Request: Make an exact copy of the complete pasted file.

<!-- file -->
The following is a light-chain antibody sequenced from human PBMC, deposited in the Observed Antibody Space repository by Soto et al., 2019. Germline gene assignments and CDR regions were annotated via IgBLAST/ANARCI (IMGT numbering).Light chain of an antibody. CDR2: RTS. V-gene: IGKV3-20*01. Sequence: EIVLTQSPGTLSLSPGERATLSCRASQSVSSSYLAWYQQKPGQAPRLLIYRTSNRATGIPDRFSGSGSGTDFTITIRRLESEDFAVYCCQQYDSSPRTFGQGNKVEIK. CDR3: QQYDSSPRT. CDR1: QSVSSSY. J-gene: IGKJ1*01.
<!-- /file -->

The following is a light-chain antibody sequenced from human PBMC, deposited in the Observed Antibody Space repository by Soto et al., 2019. Germline gene assignments and CDR regions were annotated via IgBLAST/ANARCI (IMGT numbering).Light chain of an antibody. CDR2: RTS. V-gene: IGKV3-20*01. Sequence: EIVLTQSPGTLSLSPGERATLSCRASQSVSSSYLAWYQQKPGQAPRLLIYRTSNRATGIPDRFSGSGSGTDFTITIRRLESEDFAVYCCQQYDSSPRTFGQGNKVEIK. CDR3: QQYDSSPRT. CDR1: QSVSSSY. J-gene: IGKJ1*01.